The International Rescue Committee (IRC) has said it expects a further 200,000 new arrivals in Bangladesh from Myanmar in coming weeks- bringing the total Rohingya population to over one million-only exacerbating an already unimaginable humanitarian crisis.
A recent nutrition survey conducted by humanitarian agencies in Cox's Bazar, led by International Rescue Committee partner Action Contre la Faim (ACF), has revealed shocking levels of malnutrition amongst Rohingya children, only further deepening fears of an impending, and very serious, public health crisis awaiting the world's most vulnerable group of refugees, reports UNB.
The survey revealed a severe acute malnutrition rate of 7.5%, nearly four times the international emergency level and 10 times higher than last year, according to the New York-based IRC. With a global malnutrition rate of nearly 25%, this means that a quarter of Rohingya children between six months and five years of age-almost 40,000 are already malnourished and in urgent need of life-saving help.
The IRC is especially concerned for children under six months, who also face a tenfold increase in mortality based on the circumference of their arms. The IRC additionally expects malnutrition rates to be even higher as the humanitarian community comes to grips with the full scale of need, including thousands of new arrivals in dire conditions.
These findings only substantiate the IRC's latest, and alarming, needs assessment in Cox's Bazar, which raised the alarm regarding extreme food insecurity, with nearly three-quarters of the population lacking enough food, as well as unsanitary living conditions, with 95% of the population drinking contaminated water-especially as agencies report that two-thirds of Cox's Bazar's water is contaminated with feces.
"The conditions we are seeing in Cox's Bazaar create a perfect storm for a public health crisis on an unimaginable scale. Extremely vulnerable families with unmet health needs, high levels of food insecurity, limited access to health services and appalling conditions for hygiene, sanitation and access to clean drinking water-all of which contribute to these awfully high rates of malnutrition," said Cat Mahony, the IRC's emergency response director in Cox's Bazar.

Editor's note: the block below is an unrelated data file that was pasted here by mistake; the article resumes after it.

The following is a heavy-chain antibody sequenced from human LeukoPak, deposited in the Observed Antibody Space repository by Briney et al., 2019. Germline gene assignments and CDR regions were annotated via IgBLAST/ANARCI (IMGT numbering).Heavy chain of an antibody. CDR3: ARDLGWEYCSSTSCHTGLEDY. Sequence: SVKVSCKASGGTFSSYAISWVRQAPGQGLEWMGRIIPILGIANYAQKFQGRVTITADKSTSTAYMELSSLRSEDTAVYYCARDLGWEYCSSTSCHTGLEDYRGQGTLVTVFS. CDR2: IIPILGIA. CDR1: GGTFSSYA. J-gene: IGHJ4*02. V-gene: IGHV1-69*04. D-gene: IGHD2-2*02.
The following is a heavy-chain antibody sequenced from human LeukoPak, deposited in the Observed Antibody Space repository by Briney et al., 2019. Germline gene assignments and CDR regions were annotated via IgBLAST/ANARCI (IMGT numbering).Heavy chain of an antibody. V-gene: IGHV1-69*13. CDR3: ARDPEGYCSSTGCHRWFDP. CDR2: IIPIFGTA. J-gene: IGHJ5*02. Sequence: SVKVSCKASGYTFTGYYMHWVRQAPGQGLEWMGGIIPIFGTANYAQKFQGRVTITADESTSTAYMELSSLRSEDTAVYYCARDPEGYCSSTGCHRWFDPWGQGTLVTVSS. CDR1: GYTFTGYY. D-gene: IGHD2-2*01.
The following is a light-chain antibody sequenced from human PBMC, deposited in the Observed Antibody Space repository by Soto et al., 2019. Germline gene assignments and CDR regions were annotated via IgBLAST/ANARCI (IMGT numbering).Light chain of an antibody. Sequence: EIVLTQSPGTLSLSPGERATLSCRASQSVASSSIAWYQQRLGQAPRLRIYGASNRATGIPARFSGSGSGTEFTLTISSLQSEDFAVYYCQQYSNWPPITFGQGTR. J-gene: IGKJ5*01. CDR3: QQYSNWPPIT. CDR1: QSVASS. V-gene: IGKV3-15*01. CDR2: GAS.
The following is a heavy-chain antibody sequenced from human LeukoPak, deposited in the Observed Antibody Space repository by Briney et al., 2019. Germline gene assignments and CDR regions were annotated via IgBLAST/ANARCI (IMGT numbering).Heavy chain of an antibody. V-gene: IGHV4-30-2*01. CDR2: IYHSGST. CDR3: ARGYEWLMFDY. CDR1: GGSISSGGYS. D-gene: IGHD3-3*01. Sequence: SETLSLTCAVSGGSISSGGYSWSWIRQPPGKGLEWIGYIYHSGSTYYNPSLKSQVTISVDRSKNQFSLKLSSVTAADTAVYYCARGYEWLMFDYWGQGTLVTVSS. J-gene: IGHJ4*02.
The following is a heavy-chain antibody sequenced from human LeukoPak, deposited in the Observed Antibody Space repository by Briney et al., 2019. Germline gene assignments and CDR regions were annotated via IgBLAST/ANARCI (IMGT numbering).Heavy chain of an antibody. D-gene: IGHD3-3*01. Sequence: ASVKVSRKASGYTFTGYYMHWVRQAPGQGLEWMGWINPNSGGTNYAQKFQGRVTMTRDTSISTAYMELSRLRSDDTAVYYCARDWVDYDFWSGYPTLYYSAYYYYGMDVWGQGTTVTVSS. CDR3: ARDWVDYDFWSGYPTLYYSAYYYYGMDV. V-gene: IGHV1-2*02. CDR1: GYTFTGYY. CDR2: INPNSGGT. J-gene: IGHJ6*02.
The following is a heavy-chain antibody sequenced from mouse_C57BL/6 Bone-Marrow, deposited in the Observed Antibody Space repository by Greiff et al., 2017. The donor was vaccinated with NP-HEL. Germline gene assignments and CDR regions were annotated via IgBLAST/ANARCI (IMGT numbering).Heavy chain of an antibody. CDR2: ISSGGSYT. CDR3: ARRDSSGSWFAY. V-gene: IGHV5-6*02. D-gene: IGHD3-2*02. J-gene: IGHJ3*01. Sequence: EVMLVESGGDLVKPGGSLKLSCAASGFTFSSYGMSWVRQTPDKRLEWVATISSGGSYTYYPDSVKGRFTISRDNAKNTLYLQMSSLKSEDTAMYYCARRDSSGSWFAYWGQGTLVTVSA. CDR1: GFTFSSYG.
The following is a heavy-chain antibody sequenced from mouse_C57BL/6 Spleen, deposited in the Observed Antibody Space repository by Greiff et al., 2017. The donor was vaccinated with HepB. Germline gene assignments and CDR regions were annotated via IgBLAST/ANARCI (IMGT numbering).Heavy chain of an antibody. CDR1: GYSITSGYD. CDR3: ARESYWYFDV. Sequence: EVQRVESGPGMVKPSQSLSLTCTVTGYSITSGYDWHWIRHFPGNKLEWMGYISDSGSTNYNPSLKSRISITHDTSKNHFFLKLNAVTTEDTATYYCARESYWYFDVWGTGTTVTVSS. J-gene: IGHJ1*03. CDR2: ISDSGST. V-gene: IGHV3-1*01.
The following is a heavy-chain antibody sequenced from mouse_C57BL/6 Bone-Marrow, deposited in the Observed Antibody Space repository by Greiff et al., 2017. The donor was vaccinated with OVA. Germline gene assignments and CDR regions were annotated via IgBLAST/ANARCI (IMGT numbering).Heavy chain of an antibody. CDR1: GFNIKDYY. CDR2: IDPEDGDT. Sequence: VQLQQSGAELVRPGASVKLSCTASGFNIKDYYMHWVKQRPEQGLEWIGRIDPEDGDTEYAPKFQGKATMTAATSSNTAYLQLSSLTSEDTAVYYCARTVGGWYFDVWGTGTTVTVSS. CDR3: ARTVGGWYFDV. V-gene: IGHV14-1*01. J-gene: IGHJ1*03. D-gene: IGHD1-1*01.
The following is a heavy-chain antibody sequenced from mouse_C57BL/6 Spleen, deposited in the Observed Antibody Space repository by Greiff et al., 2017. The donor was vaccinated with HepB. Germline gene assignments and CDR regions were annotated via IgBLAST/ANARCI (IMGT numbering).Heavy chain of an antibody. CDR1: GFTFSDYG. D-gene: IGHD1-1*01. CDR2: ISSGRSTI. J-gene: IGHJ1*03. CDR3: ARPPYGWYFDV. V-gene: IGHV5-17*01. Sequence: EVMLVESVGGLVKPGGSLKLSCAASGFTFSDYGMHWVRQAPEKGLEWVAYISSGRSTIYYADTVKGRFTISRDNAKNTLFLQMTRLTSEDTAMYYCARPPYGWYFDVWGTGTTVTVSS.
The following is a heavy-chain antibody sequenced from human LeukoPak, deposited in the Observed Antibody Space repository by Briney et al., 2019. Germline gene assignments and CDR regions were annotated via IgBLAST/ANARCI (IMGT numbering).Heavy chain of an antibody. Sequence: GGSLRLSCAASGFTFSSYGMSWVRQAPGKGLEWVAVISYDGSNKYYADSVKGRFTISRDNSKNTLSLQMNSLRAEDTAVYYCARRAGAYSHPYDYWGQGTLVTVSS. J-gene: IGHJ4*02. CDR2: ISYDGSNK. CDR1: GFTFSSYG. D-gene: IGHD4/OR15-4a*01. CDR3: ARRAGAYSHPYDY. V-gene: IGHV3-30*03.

"The situation will only deteriorate with more arrivals and a greater strain on already overstretched resources." With humanitarian agencies overstretched and underfunded - including primary health clinics with a caseload that has tripled in a month - the IRC has launched an emergency response on both sides of the Bangladesh-Myanmar border for displaced Rohingya. As an immediate measure in coming days, the IRC will be opening four specialized 24-hour care centers with partner ACF for the emergency treatment of severe acute malnutrition.
The IRC will additionally imminently launch six "one stop shops" with ACF for life-saving services, a multisector package of critical assistance- including nutrition, violence against women and girls, child protection and health delivered under one roof, services with the aim of reaching 80,000 in the first six months alone.
The response requires $12 million over the next 12 months to meet these immediate needs and ensure dignified humanitarian conditions.To continue to avert this crisis education, protection, health and nutrition, water and sanitation, and cash assistance interventions on both sides of the border are essential but contingent on further funding.
"The success of this response, and the lives and futures of countless vulnerable men, women, and especially children, depends on the response from international donors," added Sanna Johnson, regional director for the IRC, "not to mention the commitment of both the Burmese and Bangladeshi governments to guarantee tenable and dignified solutions for of one of the world's most vulnerable groups of people."
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